Here comes the bride. Just as she arrives, a ray of sunshine pierces the cloudy day, gleams through an oversized window, and illuminates her flawless skin. Her sari sparkles. We are blinded by the light.
The Japanese-German Wedding
The Japanese bride at tonight’s wedding looks like a human hummingbird wrapped in meters of expensive white tulle. The German groom, normal size by European standards, seems hulk-like next to his fragile wife. We’re celebrating in a Baroque castle nor far from where I live. I don’t like the pianos in this place. Call me a diva, but I can’t stand playing a K-mart piano in a venue that charges 18€ for a piece of cake. The gracious father of the groom likes my music and has insisted on renting a good instrument for the evening.
The bride’s favorite song is “Fly Me to the Moon.” I play it, but she doesn’t recognize the melody. Lost in translation, I guess. Poor thing. She has been decanted into a wedding dress with a corset so tight that it may well have cut off blood circulation to her brain. I’ve never seen a fully formed adult with such tiny features—button nose, wee hands, and feet the size of my fists. Why does a woman this small need a corset? She is ethereal, translucent, Disney-like. If it wasn’t for her puffy gown, I could slip her into the lining of my suit jacket and take her home with me.
Pocket Bride’s white dress has a mile-long train on it. Her dear mother has to tame the train every time her daughter stands. They are seated next to the piano, and one stumbling incident almost results in the three of us being smothered by Pocket Bride’s dress. Death by tulle. There are worse ways to perish.
All musicians know the importance of plotting an advance escape route for the speech-making portion of a wedding reception. Once a speech starts, you can’t sneak off the bandstand without looking arrogant, obnoxious, or downright rude. If the speech begins before you get out of Dodge, you are stuck onstage forever, forced to smile politely at endless stories about people you will never see again. Great Uncle Wolfgang’s delightful reminiscences of a 1957 hiking trip to Schweinfurt might amuse members of his own family, but to you, the hired help, these charming recitations feel like verbal torment, especially if you need a potty break.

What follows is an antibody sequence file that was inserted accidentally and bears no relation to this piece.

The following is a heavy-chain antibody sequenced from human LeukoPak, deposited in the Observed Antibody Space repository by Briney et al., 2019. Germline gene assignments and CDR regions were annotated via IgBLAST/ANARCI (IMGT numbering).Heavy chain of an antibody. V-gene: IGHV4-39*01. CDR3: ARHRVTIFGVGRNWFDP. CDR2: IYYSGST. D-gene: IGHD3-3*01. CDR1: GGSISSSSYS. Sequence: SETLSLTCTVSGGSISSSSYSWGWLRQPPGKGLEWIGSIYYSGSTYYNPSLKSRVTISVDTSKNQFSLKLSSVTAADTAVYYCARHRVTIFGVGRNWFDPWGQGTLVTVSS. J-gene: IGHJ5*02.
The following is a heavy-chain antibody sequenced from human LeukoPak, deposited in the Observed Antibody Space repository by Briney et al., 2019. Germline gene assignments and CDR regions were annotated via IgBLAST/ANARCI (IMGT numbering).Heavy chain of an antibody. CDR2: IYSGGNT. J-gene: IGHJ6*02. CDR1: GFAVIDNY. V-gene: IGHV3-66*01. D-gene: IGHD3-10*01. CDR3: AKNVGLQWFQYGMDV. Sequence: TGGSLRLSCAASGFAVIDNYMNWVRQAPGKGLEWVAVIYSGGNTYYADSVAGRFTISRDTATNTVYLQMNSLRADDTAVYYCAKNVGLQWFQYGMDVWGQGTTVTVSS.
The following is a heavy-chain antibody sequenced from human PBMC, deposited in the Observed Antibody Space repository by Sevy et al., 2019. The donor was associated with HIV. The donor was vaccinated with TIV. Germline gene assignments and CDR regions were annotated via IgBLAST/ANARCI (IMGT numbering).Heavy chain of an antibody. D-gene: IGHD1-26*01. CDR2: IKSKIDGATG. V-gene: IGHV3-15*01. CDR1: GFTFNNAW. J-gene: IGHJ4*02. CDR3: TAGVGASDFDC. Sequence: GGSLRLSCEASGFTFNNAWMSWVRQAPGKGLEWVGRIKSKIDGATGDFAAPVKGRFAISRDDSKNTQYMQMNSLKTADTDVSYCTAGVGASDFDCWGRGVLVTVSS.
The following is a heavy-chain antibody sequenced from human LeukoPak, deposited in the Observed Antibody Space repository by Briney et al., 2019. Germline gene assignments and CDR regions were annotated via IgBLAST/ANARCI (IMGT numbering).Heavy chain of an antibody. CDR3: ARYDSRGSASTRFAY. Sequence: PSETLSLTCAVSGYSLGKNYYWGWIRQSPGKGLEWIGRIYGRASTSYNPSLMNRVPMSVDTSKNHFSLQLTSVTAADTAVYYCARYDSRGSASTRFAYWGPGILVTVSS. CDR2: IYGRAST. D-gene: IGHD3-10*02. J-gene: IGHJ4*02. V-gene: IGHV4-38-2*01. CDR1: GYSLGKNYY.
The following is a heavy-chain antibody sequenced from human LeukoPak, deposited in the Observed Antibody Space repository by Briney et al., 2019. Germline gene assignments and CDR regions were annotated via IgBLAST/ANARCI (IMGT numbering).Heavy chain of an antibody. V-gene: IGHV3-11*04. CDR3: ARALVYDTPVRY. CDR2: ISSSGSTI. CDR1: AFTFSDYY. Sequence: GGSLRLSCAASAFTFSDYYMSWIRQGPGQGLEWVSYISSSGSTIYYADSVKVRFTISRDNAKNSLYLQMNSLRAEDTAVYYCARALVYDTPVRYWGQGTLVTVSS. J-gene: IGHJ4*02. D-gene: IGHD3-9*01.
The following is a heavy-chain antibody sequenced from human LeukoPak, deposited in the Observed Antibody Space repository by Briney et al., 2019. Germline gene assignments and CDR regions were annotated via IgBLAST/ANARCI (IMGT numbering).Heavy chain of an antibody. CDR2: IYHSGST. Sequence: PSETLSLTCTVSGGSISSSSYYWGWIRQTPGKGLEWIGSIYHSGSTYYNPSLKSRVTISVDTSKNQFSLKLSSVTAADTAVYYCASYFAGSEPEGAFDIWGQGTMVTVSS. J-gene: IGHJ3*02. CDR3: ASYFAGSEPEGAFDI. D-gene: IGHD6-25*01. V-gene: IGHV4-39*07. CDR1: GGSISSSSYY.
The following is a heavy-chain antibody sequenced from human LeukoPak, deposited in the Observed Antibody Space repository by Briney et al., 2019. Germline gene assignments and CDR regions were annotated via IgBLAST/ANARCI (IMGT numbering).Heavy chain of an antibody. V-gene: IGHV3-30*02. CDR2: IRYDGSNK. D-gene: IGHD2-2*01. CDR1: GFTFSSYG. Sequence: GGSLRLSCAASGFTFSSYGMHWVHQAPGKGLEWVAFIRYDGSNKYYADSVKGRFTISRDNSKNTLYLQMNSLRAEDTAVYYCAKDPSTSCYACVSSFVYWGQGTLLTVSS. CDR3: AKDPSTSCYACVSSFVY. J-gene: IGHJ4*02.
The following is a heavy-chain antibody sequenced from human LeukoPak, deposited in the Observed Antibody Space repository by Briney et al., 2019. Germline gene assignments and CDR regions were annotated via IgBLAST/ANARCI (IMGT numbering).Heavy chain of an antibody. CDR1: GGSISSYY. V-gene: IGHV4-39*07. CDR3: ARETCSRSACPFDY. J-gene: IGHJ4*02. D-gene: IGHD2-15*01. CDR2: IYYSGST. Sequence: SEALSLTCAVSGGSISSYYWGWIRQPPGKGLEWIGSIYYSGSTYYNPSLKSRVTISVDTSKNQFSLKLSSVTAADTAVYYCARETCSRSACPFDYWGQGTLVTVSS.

At this particular wedding I ignore my own advice. I’m trapped onstage—between Pocket Bride’s dress and a towering arrangement of white orchids. No escape. Several translators have been hired for the evening. Each formal speech—and there are dozens of them—is slowly and painfully translated into Japanese. The Japanese speeches are translated to German. It’s like the United Nations, except without the little earpieces and notepads. One gift exchange ceremony takes about two months. My cheeks cramp and my face freezes in a smile position.
Pocket Bride’s mother gets up, successfully navigates her way past her daughter’s dress, and comes to the piano. She bows. I bow. Ah, she wants to play. She sits on the bench and plays a dirge-like piano solo that is very beautiful, very Japanese, but the most mournful piece of music ever played at a wedding. I can’t leave the bandstand so I stand to the side, nodding solemnly and pretending to understand the artistic intention of her solo. Did someone die? A grandparent? Maybe I missed something when I zoned out during the speeches.
And now, how about dessert?
Uniting two cultures through marriage isn’t easy. Everybody wins, but everybody loses, too. Compromise, the cornerstone of every marriage, plays an even greater role when two people go beyond borders in search of lasting love. Tokyo or Munich? Kimono or dirndl? Sushi or Sauerbraten? Sake or beer?
I play my last notes of the evening. For the sake of Pocket Bride, for the sake of all of us, really—I hope love will find a way.
I bow twice and say thank you three times.
Doumo arigatou. Thank you. Danke.
Robin Meloy Goldsby is a Steinway Artist. She is the author of Piano Girl; Waltz of the Asparagus People: The Further Adventures of Piano Girl; and Rhythm: A Novel.
Robin Meloy Goldsby is the author of Piano Girl; Waltz of the Asparagus People; Rhythm; and Manhattan Road Trip. She has appeared on National Public Radio’s All Things Considered and Piano Jazz with Marian McPartland. Robin is a Grammy-nominated lyricist and has received a Publishers Weekly Starred Review for her book, Piano Girl.. A Steinway Artist and cultural ambassador with artistic ties to both Europe and the USA, Robin has presented her reading/concert program for numerous women's organizations and embassies worldwide.